Not many students have access to those courses, though. There’s no solid national data on how many school districts have some form of Mexican-American studies in their schools. California is understood to have taken the lead, while Tejeda estimated that only about 38 of more than 1,000 Texas districts have started a program.

That’s partly due to ongoing political opposition.

Arizona’s ban on teaching Mexican-American studies back in 2010 was a wake-up call for the movement, Tejeda said. (Last year, a federal court ruled that the state’s move was “racist and unconstitutional,” but Tucson hasn’t reinstated its program yet.)

Over the last decade, Mexican-American professors built a network that evolved into a group called Somos MAS. The group began a push for a standard high school elective course in Texas.

After four years of lobbying, the Texas board of education approved the course last year. Battles have also turned toward materials: When the book to be used in schools for Mexican-American studies was released in 2016, it was described by many Chicano scholars as racist for its portrayal of Mexican-Americans as lazy and un-American. That book was later thrown out, as was another the board didn’t like in 2017. Then came a debate over the course’s name, which just ended in September.

Those fights were about more than details – they were about granting the topic legitimacy, and about making it easy for teachers to introduce the material, said Lilliana Patricia Saldaña, a professor at the University of Texas at San Antonio.

“There were already some teachers here or there taking upon themselves to incorporate the studies into the schools, but it was sporadic, and accurate materials weren’t always easy to find,” Saldaña said. “Approving a course that can be aligned with state standards is ideal and would allow for the programs to be more streamlined.”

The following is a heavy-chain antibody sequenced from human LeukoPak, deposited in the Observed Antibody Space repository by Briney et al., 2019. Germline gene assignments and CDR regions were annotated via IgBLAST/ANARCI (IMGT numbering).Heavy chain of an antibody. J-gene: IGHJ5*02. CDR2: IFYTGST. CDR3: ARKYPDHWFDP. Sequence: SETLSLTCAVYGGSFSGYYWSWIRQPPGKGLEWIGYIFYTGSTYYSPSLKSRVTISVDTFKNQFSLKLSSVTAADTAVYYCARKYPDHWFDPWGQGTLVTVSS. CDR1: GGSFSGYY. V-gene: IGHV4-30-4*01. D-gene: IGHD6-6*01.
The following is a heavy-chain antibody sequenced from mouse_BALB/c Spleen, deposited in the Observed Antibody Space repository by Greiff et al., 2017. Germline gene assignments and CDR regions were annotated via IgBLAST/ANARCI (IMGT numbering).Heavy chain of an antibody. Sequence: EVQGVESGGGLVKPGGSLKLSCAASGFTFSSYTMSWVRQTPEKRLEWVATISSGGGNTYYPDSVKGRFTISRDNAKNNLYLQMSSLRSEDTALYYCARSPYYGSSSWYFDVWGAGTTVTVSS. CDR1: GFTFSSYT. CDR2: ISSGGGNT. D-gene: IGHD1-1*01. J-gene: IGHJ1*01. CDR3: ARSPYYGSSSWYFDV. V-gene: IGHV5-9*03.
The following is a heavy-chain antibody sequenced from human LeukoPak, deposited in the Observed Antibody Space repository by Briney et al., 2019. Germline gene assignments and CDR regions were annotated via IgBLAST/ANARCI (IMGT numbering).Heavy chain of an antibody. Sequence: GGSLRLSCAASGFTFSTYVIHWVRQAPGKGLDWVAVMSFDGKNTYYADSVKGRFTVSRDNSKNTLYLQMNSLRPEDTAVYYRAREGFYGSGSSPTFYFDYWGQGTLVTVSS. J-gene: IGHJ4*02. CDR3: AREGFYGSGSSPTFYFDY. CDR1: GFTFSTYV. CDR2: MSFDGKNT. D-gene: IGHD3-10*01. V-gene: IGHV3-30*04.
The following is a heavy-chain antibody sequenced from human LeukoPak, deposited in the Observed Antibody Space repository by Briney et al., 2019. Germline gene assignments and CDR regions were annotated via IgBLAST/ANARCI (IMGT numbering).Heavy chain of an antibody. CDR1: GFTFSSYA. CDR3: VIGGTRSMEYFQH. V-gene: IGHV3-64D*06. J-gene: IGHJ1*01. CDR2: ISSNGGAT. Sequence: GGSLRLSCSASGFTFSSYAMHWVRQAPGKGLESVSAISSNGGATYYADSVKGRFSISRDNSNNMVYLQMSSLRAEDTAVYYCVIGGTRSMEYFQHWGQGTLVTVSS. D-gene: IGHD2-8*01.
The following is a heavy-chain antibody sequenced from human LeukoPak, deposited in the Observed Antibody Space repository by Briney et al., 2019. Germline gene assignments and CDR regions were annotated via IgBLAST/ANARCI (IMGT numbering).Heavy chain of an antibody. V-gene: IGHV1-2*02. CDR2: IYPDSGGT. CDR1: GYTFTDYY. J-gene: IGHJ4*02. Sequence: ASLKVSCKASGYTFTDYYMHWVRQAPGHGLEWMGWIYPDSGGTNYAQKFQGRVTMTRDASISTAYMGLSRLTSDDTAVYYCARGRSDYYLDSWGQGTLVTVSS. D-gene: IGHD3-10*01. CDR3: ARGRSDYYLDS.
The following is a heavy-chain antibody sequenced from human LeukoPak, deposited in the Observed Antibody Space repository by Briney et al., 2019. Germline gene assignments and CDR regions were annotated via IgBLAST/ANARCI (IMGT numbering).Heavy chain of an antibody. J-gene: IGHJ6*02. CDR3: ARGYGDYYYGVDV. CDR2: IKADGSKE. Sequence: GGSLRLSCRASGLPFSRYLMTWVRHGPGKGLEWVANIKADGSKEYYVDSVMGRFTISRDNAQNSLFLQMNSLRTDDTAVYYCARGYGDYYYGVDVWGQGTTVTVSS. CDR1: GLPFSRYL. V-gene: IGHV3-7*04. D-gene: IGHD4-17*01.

Another key challenge: in many cases, limited student interest. At the college level, Our Lady of The Lake University — the host of the hearings in 1968 and the conference last week — considered nixing its Mexican-American studies program in 2012 because of the small number of participating students. It was later saved.

“That also reminded us that if we don’t fight to keep these programs, they will be lost,” Tejeda said. “But what we needed to do was focus on getting students interested while they are younger.”

Saldaña says student interest has grown more recently thanks to political rhetoric around immigration, specifically from President Donald Trump. Trump has disparaged Mexican immigrants, questioned the impartiality of a Mexican-American judge, and made wanting to build a wall on the U.S.-Mexico border the center of many political speeches.

“Between what we are seeing with the current administration in office, and the battle here on the ground over the course we have been fighting for, students are getting a real-time lesson,” Saldaña said.

Somos MAS now hosts an annual summit for K-12 educators to come learn about Mexican-American Studies and how to integrate lessons into their classrooms. The University of Texas at San Antonio also offers a summer training institute that has drawn nearly 100 teachers at its most recent gathering.

It’s not nearly enough, the panelists said. “What needs to happen next is a focus on building infrastructure: such as more teacher training opportunities on how to incorporate MAS in their classrooms; a teacher certificate in Mexican-American Studies, and more advanced degrees in ethnic studies so students see a future in this field of work,” Saldaña said.

Students from KIPP Camino Academy. (Photo by Francisco Vara-Orta)

One school that has moved ahead with Mexican-American studies course is KIPP Camino Academy in San Antonio. After a pilot program two years ago, the class is now an elective for seventh- and eighth-graders.

On Friday, 20 of the KIPP students watched the discussion on the 50-year fight to get Mexican-American studies in their schools with their instructor, JoAnn Trujillo.

“Some of these kids have driven by the university here and never have gotten to step foot on its grounds,” Trujillo said. “So us being here — in part because of the program, and seeing how Mexican-American studies is something special that had to be fought for many years — will plant seeds about going to college and feeling more self-worth.”